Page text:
Action memo pops up a sticky note that you can immediately start writing on, and it’s the most useful honestly. These notes can then be transcribed on the fly and used to either create contacts or events or look at a location in google maps. The idea is that you’d quickly jot down a phone number and name, or an address, and then be able to act quickly on them or save it for later. I find this works surprisingly well. Samsung says their handwriting transcription engine is also even more accurate this generation, but I don’t have specifics.

Scrap booker lets you grab content displayed on the screen and store it for later, this seems to also parse what’s in a view and intelligently take metadata along with it, for example web pages, YouTube videos, and maps will all get pulled along.



Screen write is a perpetual favorite, it takes a screenshot that you can then annotate or draw on top of. Handy and useful if you need to send something with a pithy remark or drawing to someone either for work or play.

S-Finder is a universal search function that parses through all your notes and memos and writing for a string entered in the search bar. Samsung is always transcribing notes so they’re searchable, this surfaces everything including those hand written notes. I’m reminded of how OneNote search worked, very useful if you’re taking a lot of notes.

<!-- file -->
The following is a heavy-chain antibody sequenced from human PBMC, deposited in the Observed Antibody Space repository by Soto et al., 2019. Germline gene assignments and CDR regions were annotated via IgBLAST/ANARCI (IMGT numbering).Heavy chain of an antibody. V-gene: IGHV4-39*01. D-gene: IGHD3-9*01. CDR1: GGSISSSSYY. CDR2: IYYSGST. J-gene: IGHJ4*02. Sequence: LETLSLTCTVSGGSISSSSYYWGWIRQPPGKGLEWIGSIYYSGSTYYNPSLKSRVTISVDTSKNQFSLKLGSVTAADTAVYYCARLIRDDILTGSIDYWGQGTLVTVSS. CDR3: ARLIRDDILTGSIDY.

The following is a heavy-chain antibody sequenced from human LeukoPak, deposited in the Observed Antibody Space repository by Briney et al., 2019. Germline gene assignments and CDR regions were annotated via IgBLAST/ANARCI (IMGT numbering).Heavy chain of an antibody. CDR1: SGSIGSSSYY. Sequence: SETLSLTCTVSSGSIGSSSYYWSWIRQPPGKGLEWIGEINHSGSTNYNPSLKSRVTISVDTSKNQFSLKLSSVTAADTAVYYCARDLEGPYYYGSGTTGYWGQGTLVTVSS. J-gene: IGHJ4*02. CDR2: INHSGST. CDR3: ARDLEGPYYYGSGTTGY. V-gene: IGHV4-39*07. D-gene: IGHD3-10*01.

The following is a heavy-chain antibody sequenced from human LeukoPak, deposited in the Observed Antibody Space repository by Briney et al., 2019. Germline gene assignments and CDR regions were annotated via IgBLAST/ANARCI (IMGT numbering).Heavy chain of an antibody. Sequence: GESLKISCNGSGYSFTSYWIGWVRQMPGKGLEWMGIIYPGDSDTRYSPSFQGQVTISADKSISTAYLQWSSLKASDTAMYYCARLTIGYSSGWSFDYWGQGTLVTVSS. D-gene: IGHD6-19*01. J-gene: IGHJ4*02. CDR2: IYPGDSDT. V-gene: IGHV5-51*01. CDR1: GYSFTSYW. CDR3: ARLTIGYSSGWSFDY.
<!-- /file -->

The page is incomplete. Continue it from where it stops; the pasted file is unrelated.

Pen window is like a new version of multi window, except instead of snappable windows it’s a viewport of arbitrary size matching roughly what you draw on screen. In practice though the windows are the same aspect ratio as the display (16:9) just whatever rough size you’ve drawn the square and scaled to fit. Samsung continues to try and solve the multi-window problem and admittedly does a novel job here given the constraints of the Android platform. Not every app can be put in one of these smaller windows, rather a subset of the multi window applications.